There are also letters in the archive between Ms. Harrison and The Tobacco Institute, a longtime front group for the tobacco industry. Some of these letters invite the Tobacco Institute to support her nonprofit, the National Women's Economic Alliance Foundation. Another letter invites the president of the institute to a "friends of tobacco" dinner in support of Bob Dole's 1996 presidential run.
Ms. Harrison continued her relationship with the Tobacco Institute after the sale of E. Bruce Harrison in 1996, as evidenced by a 1997 letter to the institute's president, Samuel Chilcote, inviting him to a Republican Eagles meeting. The Tobacco Institute was dissolved the following year as part of the tobacco litigation master settlement.
Merchants of Doubt authors Naomi Oreskes and Erik Conway have extensively researched and written about how Big Oil borrowed the idea of science denial from the tobacco industry. Less known is what we've focused on in this season of Drilled: the extent to which a handful of PR firms, working for both tobacco and oil, often in parallel, cross-pollinated both industries with a whole host of strategies. The Harrisons are a key part of that legacy.
Listen to their complete story here (transcript is pasted below):
Transcript: Drilled S3, episode 8, "Meet the Harrisons"
Amy Westervelt: [00:00:14] The modern public relations industry was created as a response to basically creeping democracy. More and more people were wanting in on this freedom thing and it made the country's titans of industry nervous. [00:00:28][14.0]
Amy Westervelt: [00:00:29] You had the muckrakers, journalists like Upton Sinclair, Ida Tarbell and Ida B Wells writing about the dark side of the American dream, exposing the robber barons who ran the coal, oil and railroad industries, calling for fair treatment of workers and factories, and shining a light on systemic and often violent discrimination. And you had various groups fighting to expand the vote to people who weren't white, male or rich. Ivy Lee and Edward Burnie's emerged in the midst of this and put their propaganda skills to work, helping the powerful stay right where they were. [00:01:05][36.1]
Bob Brulle: [00:01:06] I think what's interesting is that the exact same kind of thing occurred in the 1960s when corporations started again being held responsible for their environmental, health and safety records by the new social movements that come out of the 60s, the civil rights movement, the consumer movement and the environmental movement. [00:01:31][24.5]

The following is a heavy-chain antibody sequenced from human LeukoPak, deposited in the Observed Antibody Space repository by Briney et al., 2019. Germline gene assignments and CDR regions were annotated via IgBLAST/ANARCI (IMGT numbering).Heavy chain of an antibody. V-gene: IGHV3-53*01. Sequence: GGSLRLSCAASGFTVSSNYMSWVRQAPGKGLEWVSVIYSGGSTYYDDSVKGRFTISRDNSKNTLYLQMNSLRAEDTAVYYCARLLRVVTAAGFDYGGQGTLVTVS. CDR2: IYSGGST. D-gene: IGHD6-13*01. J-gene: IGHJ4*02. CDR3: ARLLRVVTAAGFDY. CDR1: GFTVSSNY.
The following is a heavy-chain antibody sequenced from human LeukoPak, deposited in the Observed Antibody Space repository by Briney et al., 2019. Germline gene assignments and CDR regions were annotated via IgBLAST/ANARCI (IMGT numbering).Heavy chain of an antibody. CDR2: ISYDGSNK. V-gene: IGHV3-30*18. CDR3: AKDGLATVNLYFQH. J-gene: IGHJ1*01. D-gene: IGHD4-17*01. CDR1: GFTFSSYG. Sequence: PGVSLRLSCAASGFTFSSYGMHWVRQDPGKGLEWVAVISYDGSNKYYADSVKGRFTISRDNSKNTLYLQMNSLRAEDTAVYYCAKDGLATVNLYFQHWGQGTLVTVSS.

Amy Westervelt: [00:01:32] That's Brown University environmental sociologist Bob Brulle. He's the first person who told me about the focus of our episode today, a guy by the name of E. Bruce Harrison. [00:01:43][11.1]
Bob Brulle: [00:01:45] Into this breach comes E. Bruce Harrison to develop newer social technologies, to be able to equip corporations, to be able to address this new challenge to their image. So there's a great deal of parallel between the muckrakers in the progressive era and the environmental movement and the new social movements that come out of the 1960s and how industry got at first caught flat footed. [00:02:11][25.6]
Amy Westervelt: [00:02:12] One of the many interesting things about Harrison is the fact that his wife Patricia was very much his partner in crime. The Harrisons ran a PR firm together from 1973 to 1996. They were real partners equals. Patricia was sort of a prototypical career woman and 1970s. Sheryl Sandberg, if you will. Here's E Bruce in a 2010 interview describing Patricia as one of his mentors. [00:02:40][28.0]
E .Bruce Harrison: [00:02:41] My wife Patricia, who joined me in business for 25 years until we sold the firm and who taught me far more about public relations and communications and presentation than I could possibly have known. I'm half the presenter that she is. [00:02:58][17.3]
Amy Westervelt: [00:02:58] The Harrisons were as subtle as they were brilliant. They changed the way the industry talked about environmental issues, not just in terms of what they said, but how they communicated, how they got their message out. Dr. Brulle once described them to me as the intellectual parents of climate denial. And having researched them for a year or so now, I don't think that's an overstatement. They're still active today in ways that might surprise you. That's the story we're gonna tell. In this episode, I'm Amy Westervelt and this is Drilled. Season 3, The Mad Men of Climate Denial. [00:03:33][34.7]
Amy Westervelt: [00:03:45] E. Bruce and Patricia Harrison had pretty different childhoods. Bruce was born in 1932 in Linette, Alabama. [00:03:53][7.7]